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Renewable energy leaders welcome $75m cash injection Labor promise for sector

Written by Ashleigh McMillan / The Curier / 3 May 2019

Renewable energy leaders have welcomed a funding promise for training in the sector, as Ballarat hits ‘critical mass’ with wind energy.

Labor leader Bill Shorten promised on Thursday to put $75 million towards building Australia’s renewable energy sector, which he said will create 70,000 jobs.

National director of the Australian Wind Alliance Andrew Bray said if it goes ahead, the program would be a real “boost for getting younger people involved in the renewable sector”.

“It means you can have jobs in places that were previously dependent almost solely on agriculture,” he said. “Jobs in agriculture go up and down, depending on the seasons and commodity prices, but these are long-term jobs and they’ve meant that young people can stay in local towns.

“Part of the issue for rural and regional Australia has been keeping young people, and having the jobs for them to stay around.”

Ballarat is now directly tied to renewable energy – not only for the hundreds of wind turbines dotting hills around the region – but for a training centre now being created in the city by Federation University.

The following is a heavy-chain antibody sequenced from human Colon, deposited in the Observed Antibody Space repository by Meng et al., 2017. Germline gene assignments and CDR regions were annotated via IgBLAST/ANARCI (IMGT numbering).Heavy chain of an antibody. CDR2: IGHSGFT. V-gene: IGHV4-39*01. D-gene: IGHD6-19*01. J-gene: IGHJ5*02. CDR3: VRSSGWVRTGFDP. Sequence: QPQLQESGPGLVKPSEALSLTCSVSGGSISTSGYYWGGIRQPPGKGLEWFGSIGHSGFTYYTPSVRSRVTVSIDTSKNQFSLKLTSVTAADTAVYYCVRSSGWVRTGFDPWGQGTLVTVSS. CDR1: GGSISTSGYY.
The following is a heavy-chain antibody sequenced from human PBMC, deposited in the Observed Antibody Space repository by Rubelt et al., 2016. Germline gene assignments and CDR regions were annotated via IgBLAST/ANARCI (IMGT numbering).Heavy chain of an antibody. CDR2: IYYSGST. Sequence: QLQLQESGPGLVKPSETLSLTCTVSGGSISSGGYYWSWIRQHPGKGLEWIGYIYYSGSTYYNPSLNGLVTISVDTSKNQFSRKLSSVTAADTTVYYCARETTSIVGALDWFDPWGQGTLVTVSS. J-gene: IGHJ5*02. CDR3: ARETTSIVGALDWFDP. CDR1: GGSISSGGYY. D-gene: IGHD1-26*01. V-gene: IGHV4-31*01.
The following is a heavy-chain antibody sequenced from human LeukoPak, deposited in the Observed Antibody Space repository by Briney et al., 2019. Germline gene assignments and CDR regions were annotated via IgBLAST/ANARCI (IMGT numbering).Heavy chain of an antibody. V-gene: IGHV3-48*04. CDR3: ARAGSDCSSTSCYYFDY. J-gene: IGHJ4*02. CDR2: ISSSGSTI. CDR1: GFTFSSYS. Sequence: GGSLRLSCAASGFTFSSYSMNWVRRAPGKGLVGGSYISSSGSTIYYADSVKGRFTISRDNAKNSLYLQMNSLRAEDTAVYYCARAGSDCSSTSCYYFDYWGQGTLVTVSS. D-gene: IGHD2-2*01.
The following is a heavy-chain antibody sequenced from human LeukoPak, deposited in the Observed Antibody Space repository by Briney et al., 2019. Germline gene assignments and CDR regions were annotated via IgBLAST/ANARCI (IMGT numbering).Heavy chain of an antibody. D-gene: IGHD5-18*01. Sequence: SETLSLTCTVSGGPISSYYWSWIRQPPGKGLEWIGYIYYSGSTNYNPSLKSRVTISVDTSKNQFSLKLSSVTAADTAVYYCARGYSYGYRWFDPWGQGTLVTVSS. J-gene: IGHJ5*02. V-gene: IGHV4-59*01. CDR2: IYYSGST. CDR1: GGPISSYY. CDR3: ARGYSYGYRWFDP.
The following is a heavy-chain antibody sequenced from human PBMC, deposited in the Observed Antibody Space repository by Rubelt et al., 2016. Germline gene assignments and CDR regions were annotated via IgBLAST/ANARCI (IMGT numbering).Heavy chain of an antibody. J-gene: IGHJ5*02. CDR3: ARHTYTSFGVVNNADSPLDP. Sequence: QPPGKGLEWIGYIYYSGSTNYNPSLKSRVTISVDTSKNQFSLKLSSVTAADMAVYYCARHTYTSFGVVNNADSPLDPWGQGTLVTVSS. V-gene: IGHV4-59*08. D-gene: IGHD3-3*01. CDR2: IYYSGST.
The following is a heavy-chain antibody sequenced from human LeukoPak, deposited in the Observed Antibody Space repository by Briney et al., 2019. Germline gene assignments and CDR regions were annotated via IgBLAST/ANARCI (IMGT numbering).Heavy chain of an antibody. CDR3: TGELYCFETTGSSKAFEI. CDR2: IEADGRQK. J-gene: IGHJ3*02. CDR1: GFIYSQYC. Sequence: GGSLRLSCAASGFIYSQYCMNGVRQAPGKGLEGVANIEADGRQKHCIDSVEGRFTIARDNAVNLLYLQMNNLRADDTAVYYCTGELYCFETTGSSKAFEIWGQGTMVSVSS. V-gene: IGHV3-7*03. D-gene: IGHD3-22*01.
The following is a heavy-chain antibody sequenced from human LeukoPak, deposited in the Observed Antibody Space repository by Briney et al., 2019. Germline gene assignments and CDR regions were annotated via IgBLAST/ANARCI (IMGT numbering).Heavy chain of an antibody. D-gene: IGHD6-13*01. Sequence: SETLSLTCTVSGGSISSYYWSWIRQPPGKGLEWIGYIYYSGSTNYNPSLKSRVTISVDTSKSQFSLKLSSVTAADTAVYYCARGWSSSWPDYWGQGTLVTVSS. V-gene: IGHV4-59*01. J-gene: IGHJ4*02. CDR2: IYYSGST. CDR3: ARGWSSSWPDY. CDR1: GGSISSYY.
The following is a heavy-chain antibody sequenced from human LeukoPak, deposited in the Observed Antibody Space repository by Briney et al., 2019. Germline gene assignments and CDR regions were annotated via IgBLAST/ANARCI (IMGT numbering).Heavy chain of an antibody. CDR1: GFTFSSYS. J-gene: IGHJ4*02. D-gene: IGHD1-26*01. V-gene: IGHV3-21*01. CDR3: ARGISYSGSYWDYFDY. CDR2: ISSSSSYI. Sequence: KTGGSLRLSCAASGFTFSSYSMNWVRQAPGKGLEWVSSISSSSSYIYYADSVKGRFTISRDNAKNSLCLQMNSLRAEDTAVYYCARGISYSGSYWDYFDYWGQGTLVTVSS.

The $12.5 million Asia Pacific Renewable Energy Training Centre, the first of its kind in Victoria, will train apprentices in the installation and maintenance of wind turbines, solar panels, and domestic batteries, as well as site safety.

Labor has said they will put $45 million towards apprenticeship incentives through which employers could get up to $8000 for taking on a trainee.

The apprentices themselves would get $2000 to help with education costs.

Mr Bray said programs like those at FedUni will be working on the “latest, up-to-date technology” and will work closely with industry, while also having the possibility of a dependable job nearby once they complete study.

“In Ballarat, it’s reaching a real critical mass, there’s now hundreds of turbines around that need technicians to service them.”

If successful at the May 18 election, a Shorten government would also put $20 million towards upgrading TAFE facilities, so equipment at the sites such as batteries and solar panels are industry standard.

A further $10 million would go into a clean energy training fund so workers can be trained and upskilled for renewable industries.

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